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Germany has positioned itself as a world leader in solar energy, with a boom in installations over the past several years due to generous state subsidies and low cost panels imported from China. Solar power was has formed the backbone of Germany’s renewable energy revolution which in which Germany wants to produce 80 percent of its energy from renewable sources by 2050.
It may then seem a bit of surprise to know that Peter Altmaier, the environment minister in Angela Merkel’s Democratic government, has just announced that by 2018 at the latest, all solar subsidies will be stopped.
For a while now Altmaier has fought to secure a solar capacity ceiling above which the government would no longer provide the subsidies that have fuelled development. On Monday he announced that a capacity limit of 52GW had been set, and that they expected to reach this limit by 2018 at the very latest; currently Germany boasts 34GW of solar power capacity.
Altmaier did not support a continuation of the subsidies, because “the development of solar energy ran out of control in the last three years.”
Related article: IBM Develops Solar System to Concentrate the Sun’s Rays 2000 Times
The problem was that the subsidies offered energy producers a generous, guaranteed price for the electricity they generated from solar panels. The farming sector took advantage by installing solar arrays on their land and then using the subsidies as a supplement to their primary income. The government found itself spending huge amounts on solar subsidies when in reality, solar was not the most reliable form of renewable energy available (as the sun does not always shine).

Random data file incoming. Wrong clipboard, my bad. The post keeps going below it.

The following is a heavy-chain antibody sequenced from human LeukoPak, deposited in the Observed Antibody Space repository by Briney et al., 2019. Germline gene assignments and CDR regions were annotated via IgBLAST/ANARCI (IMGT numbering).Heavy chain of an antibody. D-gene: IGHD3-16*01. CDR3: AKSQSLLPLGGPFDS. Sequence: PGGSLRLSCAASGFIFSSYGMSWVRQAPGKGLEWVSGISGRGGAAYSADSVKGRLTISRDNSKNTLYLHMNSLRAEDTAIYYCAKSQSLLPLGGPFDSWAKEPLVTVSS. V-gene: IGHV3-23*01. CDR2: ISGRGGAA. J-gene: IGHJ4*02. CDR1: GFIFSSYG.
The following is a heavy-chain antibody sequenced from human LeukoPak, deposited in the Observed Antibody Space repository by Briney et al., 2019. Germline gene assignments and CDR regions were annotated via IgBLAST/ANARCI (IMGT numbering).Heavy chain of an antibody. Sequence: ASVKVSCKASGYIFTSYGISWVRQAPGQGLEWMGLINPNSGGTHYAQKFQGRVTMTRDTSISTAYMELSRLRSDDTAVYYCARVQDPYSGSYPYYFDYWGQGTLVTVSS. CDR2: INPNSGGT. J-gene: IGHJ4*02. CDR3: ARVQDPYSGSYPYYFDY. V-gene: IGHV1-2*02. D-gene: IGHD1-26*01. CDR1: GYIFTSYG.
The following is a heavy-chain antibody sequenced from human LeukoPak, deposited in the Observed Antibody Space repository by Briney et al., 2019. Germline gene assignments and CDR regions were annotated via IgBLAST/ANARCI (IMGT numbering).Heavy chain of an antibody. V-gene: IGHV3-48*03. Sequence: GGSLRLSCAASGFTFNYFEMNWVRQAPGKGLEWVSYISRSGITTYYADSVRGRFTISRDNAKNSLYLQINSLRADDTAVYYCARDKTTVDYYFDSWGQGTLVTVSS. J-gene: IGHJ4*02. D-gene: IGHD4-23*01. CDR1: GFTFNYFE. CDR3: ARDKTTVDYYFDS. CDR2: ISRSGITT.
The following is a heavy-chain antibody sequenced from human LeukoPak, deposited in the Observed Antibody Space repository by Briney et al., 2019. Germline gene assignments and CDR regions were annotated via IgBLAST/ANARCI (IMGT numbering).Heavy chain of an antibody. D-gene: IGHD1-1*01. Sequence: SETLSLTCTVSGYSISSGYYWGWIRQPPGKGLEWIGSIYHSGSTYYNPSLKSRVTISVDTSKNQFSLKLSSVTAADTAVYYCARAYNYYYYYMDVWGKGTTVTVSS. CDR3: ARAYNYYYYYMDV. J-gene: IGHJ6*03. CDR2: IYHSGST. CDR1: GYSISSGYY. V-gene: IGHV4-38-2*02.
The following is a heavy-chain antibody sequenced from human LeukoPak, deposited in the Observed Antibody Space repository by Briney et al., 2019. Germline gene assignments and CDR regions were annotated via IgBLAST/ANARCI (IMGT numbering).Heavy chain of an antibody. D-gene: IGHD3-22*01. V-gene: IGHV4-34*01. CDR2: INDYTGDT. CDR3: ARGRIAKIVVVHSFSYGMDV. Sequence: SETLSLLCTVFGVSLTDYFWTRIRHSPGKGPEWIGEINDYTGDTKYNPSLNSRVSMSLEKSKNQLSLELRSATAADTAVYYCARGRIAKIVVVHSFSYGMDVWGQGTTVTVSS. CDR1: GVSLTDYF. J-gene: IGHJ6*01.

Peter Loescher, the head of Siemens, stated that Berlin “has so far invested 216 billion euros ($278 billion) in renewables and the biggest chunk went to solar, the technology which does least to ensure the power supply.”
Recently German manufacturers have begun to file for insolvency as overcapacity and strong competition from China has squeezed their sales. Germany’s once thriving industry really seems to be coming to an end.
By. Joao Peixe of Oilprice.com
Joao is a writer for Oilprice.com